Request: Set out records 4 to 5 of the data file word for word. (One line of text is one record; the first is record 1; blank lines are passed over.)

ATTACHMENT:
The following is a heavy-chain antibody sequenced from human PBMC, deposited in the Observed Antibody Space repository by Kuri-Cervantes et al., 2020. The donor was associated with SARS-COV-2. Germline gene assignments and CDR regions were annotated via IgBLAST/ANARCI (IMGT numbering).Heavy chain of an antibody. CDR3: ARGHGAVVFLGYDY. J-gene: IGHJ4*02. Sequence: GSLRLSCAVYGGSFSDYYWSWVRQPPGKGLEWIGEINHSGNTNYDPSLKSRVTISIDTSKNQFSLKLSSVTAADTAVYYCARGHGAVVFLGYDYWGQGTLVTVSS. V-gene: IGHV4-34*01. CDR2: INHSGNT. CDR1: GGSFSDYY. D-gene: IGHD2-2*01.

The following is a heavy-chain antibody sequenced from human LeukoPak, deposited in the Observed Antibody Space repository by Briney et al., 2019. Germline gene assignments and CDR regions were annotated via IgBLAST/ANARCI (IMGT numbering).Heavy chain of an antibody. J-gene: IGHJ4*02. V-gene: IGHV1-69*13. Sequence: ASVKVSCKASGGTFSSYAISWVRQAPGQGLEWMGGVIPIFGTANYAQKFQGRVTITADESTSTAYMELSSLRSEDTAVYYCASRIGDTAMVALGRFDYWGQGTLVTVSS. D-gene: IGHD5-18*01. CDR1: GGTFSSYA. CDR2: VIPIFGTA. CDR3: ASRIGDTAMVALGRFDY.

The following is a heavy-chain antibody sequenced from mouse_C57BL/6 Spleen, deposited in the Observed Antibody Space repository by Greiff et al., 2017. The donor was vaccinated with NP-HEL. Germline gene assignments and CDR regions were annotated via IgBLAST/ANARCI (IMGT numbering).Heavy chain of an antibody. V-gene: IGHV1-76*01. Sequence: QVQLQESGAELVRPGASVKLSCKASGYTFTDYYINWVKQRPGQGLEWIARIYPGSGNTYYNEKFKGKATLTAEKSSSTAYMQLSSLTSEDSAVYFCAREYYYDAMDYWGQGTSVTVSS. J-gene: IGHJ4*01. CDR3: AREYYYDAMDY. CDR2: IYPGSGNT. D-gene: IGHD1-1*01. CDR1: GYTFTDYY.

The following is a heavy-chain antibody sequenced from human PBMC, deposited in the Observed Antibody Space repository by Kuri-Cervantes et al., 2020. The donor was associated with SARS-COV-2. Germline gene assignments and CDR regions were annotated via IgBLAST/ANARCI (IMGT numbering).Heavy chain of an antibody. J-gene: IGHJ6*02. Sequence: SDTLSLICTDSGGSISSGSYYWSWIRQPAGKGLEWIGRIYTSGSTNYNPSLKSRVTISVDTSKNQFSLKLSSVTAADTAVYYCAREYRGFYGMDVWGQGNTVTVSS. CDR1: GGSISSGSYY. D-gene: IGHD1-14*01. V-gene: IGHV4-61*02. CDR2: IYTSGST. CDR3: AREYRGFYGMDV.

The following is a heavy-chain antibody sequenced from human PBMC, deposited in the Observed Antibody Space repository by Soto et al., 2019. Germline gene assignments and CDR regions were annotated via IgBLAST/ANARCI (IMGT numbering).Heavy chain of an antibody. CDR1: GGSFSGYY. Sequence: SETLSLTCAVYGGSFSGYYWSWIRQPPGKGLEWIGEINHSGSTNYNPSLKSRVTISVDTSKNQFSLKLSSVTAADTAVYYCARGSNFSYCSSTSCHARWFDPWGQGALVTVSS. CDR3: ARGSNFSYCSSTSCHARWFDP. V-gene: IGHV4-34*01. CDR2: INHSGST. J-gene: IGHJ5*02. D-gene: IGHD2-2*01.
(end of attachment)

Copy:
The following is a heavy-chain antibody sequenced from human PBMC, deposited in the Observed Antibody Space repository by Kuri-Cervantes et al., 2020. The donor was associated with SARS-COV-2. Germline gene assignments and CDR regions were annotated via IgBLAST/ANARCI (IMGT numbering).Heavy chain of an antibody. J-gene: IGHJ6*02. Sequence: SDTLSLICTDSGGSISSGSYYWSWIRQPAGKGLEWIGRIYTSGSTNYNPSLKSRVTISVDTSKNQFSLKLSSVTAADTAVYYCAREYRGFYGMDVWGQGNTVTVSS. CDR1: GGSISSGSYY. D-gene: IGHD1-14*01. V-gene: IGHV4-61*02. CDR2: IYTSGST. CDR3: AREYRGFYGMDV.

The following is a heavy-chain antibody sequenced from human PBMC, deposited in the Observed Antibody Space repository by Soto et al., 2019. Germline gene assignments and CDR regions were annotated via IgBLAST/ANARCI (IMGT numbering).Heavy chain of an antibody. CDR1: GGSFSGYY. Sequence: SETLSLTCAVYGGSFSGYYWSWIRQPPGKGLEWIGEINHSGSTNYNPSLKSRVTISVDTSKNQFSLKLSSVTAADTAVYYCARGSNFSYCSSTSCHARWFDPWGQGALVTVSS. CDR3: ARGSNFSYCSSTSCHARWFDP. V-gene: IGHV4-34*01. CDR2: INHSGST. J-gene: IGHJ5*02. D-gene: IGHD2-2*01.